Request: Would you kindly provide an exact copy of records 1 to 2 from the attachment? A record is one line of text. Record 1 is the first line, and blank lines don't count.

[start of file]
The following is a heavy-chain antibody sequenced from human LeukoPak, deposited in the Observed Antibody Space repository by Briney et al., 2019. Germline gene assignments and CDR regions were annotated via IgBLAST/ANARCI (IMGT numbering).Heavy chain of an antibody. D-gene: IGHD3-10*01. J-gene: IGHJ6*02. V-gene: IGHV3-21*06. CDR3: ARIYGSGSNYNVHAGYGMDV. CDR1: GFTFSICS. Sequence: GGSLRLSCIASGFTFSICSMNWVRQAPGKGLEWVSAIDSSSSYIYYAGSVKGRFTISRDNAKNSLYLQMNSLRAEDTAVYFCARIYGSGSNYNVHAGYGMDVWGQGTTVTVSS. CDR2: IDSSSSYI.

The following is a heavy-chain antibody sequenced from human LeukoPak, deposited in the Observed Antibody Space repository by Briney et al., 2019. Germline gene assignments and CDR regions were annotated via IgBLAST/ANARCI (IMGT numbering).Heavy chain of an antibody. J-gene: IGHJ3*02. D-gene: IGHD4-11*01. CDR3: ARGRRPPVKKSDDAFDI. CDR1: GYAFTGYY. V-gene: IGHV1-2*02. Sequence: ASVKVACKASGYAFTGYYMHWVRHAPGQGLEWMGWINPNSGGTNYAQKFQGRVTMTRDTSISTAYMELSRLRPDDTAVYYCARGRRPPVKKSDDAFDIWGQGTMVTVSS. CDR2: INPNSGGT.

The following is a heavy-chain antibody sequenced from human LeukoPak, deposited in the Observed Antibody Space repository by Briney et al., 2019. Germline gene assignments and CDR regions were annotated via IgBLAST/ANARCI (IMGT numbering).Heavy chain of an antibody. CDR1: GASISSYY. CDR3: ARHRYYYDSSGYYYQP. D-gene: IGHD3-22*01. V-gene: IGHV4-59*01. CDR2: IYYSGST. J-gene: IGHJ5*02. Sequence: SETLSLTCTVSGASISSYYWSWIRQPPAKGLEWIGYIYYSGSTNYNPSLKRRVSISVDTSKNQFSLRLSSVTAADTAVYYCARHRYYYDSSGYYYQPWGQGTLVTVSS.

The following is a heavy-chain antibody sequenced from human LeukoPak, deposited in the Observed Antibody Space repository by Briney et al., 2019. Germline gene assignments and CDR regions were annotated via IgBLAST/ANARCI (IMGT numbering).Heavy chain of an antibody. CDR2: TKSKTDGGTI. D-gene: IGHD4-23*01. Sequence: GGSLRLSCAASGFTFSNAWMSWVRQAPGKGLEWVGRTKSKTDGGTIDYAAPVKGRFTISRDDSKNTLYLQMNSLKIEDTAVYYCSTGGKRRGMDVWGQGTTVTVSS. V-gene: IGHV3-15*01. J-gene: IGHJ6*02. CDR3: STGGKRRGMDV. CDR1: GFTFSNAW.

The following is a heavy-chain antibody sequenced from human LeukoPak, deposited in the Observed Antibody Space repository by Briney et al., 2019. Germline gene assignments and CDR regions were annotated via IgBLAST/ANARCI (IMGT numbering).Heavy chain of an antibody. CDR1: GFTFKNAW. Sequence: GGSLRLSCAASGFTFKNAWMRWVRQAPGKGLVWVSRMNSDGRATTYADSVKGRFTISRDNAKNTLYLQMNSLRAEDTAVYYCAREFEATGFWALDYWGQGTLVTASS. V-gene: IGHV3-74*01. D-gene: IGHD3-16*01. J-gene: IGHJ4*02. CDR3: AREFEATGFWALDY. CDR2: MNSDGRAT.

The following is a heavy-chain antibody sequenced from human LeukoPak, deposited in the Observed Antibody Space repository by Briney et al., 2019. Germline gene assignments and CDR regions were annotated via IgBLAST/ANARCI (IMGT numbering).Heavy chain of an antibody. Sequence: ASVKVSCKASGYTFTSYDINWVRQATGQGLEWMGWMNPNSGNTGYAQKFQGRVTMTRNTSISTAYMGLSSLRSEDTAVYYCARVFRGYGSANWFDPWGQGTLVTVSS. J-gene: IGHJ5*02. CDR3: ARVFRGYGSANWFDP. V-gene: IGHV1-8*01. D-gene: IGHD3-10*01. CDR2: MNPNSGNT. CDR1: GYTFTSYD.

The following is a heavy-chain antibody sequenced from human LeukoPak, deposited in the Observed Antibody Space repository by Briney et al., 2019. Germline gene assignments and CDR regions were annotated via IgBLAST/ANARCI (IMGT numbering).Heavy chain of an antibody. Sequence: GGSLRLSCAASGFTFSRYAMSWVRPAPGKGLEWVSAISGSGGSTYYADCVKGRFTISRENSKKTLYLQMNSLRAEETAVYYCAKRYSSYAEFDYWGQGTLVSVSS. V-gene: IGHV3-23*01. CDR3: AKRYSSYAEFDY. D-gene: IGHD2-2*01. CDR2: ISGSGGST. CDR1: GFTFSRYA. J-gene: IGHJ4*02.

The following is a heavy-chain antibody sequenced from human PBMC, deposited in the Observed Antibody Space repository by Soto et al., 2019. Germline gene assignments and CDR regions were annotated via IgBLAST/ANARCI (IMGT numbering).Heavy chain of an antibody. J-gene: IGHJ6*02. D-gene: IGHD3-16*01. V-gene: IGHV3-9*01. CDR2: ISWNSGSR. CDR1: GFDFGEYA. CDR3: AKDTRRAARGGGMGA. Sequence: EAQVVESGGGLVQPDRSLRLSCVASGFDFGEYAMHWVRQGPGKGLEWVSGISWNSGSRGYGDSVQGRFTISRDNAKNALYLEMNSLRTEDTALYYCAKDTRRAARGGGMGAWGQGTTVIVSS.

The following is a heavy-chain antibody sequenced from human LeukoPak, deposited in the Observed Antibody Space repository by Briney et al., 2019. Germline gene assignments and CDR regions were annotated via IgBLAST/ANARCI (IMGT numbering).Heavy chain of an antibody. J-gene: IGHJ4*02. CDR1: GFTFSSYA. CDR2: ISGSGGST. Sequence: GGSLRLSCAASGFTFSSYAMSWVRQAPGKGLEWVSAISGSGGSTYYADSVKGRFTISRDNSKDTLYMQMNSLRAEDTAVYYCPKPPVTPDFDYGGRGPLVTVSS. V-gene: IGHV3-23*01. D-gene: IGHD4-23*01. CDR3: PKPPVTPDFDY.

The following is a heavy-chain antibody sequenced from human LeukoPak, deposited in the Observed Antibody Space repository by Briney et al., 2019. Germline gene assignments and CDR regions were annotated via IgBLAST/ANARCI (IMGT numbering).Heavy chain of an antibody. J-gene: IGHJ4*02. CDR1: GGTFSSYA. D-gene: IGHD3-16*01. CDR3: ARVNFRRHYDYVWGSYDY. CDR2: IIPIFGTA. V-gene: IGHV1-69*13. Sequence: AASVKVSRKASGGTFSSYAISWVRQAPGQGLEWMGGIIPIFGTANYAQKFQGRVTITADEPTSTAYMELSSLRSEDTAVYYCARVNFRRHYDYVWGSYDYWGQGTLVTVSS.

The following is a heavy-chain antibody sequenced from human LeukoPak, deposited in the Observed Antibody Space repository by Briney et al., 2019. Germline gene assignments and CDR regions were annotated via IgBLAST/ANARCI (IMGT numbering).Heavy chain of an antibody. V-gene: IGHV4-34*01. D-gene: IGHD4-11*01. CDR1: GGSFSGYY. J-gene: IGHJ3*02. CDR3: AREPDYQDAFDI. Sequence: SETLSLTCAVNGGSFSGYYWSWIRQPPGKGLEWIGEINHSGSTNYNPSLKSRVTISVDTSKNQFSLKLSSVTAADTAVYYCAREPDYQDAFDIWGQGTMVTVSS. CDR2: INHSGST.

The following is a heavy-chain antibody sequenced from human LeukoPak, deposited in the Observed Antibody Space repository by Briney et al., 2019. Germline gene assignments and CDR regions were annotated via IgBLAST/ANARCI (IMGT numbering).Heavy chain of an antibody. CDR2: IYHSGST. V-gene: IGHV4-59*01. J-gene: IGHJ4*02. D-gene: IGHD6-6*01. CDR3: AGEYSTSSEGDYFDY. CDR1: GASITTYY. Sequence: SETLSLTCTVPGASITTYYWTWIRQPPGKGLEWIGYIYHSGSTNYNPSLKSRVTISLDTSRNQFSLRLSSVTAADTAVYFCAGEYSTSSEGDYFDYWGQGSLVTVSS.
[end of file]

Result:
The following is a heavy-chain antibody sequenced from human LeukoPak, deposited in the Observed Antibody Space repository by Briney et al., 2019. Germline gene assignments and CDR regions were annotated via IgBLAST/ANARCI (IMGT numbering).Heavy chain of an antibody. D-gene: IGHD3-10*01. J-gene: IGHJ6*02. V-gene: IGHV3-21*06. CDR3: ARIYGSGSNYNVHAGYGMDV. CDR1: GFTFSICS. Sequence: GGSLRLSCIASGFTFSICSMNWVRQAPGKGLEWVSAIDSSSSYIYYAGSVKGRFTISRDNAKNSLYLQMNSLRAEDTAVYFCARIYGSGSNYNVHAGYGMDVWGQGTTVTVSS. CDR2: IDSSSSYI.

The following is a heavy-chain antibody sequenced from human LeukoPak, deposited in the Observed Antibody Space repository by Briney et al., 2019. Germline gene assignments and CDR regions were annotated via IgBLAST/ANARCI (IMGT numbering).Heavy chain of an antibody. J-gene: IGHJ3*02. D-gene: IGHD4-11*01. CDR3: ARGRRPPVKKSDDAFDI. CDR1: GYAFTGYY. V-gene: IGHV1-2*02. Sequence: ASVKVACKASGYAFTGYYMHWVRHAPGQGLEWMGWINPNSGGTNYAQKFQGRVTMTRDTSISTAYMELSRLRPDDTAVYYCARGRRPPVKKSDDAFDIWGQGTMVTVSS. CDR2: INPNSGGT.